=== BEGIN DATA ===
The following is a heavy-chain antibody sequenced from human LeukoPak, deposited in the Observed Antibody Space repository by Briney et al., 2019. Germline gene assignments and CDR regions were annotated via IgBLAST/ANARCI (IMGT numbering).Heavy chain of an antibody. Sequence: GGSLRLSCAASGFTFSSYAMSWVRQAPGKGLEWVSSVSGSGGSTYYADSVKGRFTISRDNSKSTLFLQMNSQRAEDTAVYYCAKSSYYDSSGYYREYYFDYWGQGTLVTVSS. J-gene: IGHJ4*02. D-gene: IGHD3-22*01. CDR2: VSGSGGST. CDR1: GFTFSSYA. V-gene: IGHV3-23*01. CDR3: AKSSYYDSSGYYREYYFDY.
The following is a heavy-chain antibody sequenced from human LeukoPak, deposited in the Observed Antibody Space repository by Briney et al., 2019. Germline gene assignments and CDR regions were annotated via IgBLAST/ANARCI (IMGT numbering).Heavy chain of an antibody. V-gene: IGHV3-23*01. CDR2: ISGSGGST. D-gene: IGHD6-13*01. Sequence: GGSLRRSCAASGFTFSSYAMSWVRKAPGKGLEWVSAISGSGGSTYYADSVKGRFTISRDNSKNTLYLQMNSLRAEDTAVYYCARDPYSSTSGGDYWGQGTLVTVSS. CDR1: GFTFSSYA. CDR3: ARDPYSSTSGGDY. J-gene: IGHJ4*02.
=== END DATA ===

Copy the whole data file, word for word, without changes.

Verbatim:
The following is a heavy-chain antibody sequenced from human LeukoPak, deposited in the Observed Antibody Space repository by Briney et al., 2019. Germline gene assignments and CDR regions were annotated via IgBLAST/ANARCI (IMGT numbering).Heavy chain of an antibody. Sequence: GGSLRLSCAASGFTFSSYAMSWVRQAPGKGLEWVSSVSGSGGSTYYADSVKGRFTISRDNSKSTLFLQMNSQRAEDTAVYYCAKSSYYDSSGYYREYYFDYWGQGTLVTVSS. J-gene: IGHJ4*02. D-gene: IGHD3-22*01. CDR2: VSGSGGST. CDR1: GFTFSSYA. V-gene: IGHV3-23*01. CDR3: AKSSYYDSSGYYREYYFDY.
The following is a heavy-chain antibody sequenced from human LeukoPak, deposited in the Observed Antibody Space repository by Briney et al., 2019. Germline gene assignments and CDR regions were annotated via IgBLAST/ANARCI (IMGT numbering).Heavy chain of an antibody. V-gene: IGHV3-23*01. CDR2: ISGSGGST. D-gene: IGHD6-13*01. Sequence: GGSLRRSCAASGFTFSSYAMSWVRKAPGKGLEWVSAISGSGGSTYYADSVKGRFTISRDNSKNTLYLQMNSLRAEDTAVYYCARDPYSSTSGGDYWGQGTLVTVSS. CDR1: GFTFSSYA. CDR3: ARDPYSSTSGGDY. J-gene: IGHJ4*02.